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For Those With Autism, A 'Worrying' Rise in Suicide

For Those With Autism, A ‘Worrying’ Rise in Suicide

Suicide rates among people with autism in England have reached “worryingly” high levels, say experts in a new paper published in the journal Lancet Psychiatry.

Research has shown that suicide is a leading cause of premature death in people with autism spectrum disorder (ASD). But the study authors from Coventry and Newcastle universities say the issue remains poorly understood and that action is urgently needed to help those most at risk.

“For years society and the health care system have ignored the voices of families who have lost autistic loved ones unnecessarily, and far too young. Recent research revealing the sheer scale of the problem proves that we cannot let that continue,” said Jon Spiers, chief executive of autism research charity Autistica.

In the paper, researcher Dr. Sarah Cassidy from Coventry University’s Centre for Research in Psychology, Behaviour and Achievement cited a clinical study she led in 2014 — also published in the Lancet Psychiatry — showing that 66 percent of adults newly diagnosed with Asperger Syndrome (AS) had reported contemplating suicide.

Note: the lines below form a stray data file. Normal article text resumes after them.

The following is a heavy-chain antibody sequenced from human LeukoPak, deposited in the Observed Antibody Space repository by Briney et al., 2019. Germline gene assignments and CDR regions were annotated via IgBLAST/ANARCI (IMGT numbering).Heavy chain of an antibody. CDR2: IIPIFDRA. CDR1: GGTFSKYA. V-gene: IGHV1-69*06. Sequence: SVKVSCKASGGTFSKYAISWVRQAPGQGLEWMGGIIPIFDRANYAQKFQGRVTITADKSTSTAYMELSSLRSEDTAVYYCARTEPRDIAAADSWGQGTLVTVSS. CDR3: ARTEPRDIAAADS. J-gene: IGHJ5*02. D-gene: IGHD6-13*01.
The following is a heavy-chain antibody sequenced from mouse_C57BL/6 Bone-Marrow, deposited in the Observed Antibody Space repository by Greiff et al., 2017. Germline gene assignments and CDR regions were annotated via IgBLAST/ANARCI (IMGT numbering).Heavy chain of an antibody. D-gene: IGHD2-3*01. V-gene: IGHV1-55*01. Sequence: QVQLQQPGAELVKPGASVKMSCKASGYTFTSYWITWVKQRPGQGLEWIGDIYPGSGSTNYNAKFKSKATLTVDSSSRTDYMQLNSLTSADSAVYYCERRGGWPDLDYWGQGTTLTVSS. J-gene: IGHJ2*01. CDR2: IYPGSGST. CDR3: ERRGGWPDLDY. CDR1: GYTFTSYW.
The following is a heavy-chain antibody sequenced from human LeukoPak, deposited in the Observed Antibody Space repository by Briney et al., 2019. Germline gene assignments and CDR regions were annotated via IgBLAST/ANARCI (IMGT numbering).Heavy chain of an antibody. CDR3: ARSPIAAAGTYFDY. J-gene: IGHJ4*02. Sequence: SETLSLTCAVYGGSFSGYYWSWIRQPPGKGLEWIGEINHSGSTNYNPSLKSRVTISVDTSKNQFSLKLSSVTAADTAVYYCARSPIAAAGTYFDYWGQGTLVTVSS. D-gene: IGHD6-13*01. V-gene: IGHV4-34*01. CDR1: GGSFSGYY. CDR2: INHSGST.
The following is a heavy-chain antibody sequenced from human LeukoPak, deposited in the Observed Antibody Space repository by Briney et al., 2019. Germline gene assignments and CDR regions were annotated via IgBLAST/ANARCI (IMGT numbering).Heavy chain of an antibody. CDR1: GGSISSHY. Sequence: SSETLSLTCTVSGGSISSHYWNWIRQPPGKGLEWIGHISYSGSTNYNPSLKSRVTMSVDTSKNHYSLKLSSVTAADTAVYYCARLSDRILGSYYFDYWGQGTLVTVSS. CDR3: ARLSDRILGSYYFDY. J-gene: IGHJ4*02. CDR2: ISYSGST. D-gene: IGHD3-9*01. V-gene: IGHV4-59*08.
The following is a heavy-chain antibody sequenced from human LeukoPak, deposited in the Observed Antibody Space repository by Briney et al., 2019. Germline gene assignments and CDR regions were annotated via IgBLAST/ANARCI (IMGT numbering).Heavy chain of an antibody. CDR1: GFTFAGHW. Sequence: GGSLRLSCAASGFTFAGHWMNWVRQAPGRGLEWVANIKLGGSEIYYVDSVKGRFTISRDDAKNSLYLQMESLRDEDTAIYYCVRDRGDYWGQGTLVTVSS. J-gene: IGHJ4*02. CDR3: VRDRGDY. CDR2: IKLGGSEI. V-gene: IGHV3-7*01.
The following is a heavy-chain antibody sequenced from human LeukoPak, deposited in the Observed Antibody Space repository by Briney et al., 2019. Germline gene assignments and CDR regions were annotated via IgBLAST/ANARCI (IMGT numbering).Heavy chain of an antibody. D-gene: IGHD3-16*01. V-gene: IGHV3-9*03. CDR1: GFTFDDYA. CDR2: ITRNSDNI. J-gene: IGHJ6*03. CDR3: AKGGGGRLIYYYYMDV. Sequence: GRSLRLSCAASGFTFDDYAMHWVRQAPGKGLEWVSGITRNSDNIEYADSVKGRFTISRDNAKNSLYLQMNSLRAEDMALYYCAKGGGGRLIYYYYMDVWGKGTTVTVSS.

In addition, only around 31 percent reported that they were depressed, indicating a different route to suicidality than in the general population. Those at greatest risk of suicide were women with autism without comorbid learning disability.

“What relatively little we know about suicidality in autism points to a worryingly high prevalence of people with the condition contemplating and attempting to take their own life,” said Cassidy.

“More concerning still, the small body of research that does exist exposes serious shortcomings in how prepared we are to intervene and provide effective support to those with autism who are most at risk of dying by suicide.”

“There are significant differences, for example, in the risk factors for suicide in autism compared with the general population, meaning the journey from suicidal thoughts to suicidal behaviors might be quite different.”

“The models we currently consider best practice for assessing and treating suicidality need to be rethought for those with autism, and policy adjusted accordingly so new approaches are reflected across services.”

The paper was published just before the researchers from Coventry and Newcastle universities held the world’s first international summit on suicidality in autism with funding from Autistica and the James Lind Alliance.

Their aim is to develop recommendations for changes in government policy and practice that can be implemented quickly to reduce suicide in autism, and to decide on priorities for future research in the field.

Source: Coventry University


For Those With Autism, A ‘Worrying’ Rise in Suicide

Traci Pedersen

Traci Pedersen is a professional writer with over a decade of experience. Her work consists of writing for both print and online publishers in a variety of genres including science chapter books, college and career articles, and elementary school curriculum.

APA Reference
Pedersen, T. (2018). For Those With Autism, A ‘Worrying’ Rise in Suicide. Psych Central. Retrieved on November 24, 2020, from
Scientifically Reviewed
Last updated: 8 Aug 2018 (Originally: 30 May 2017)
Last reviewed: By a member of our scientific advisory board on 8 Aug 2018
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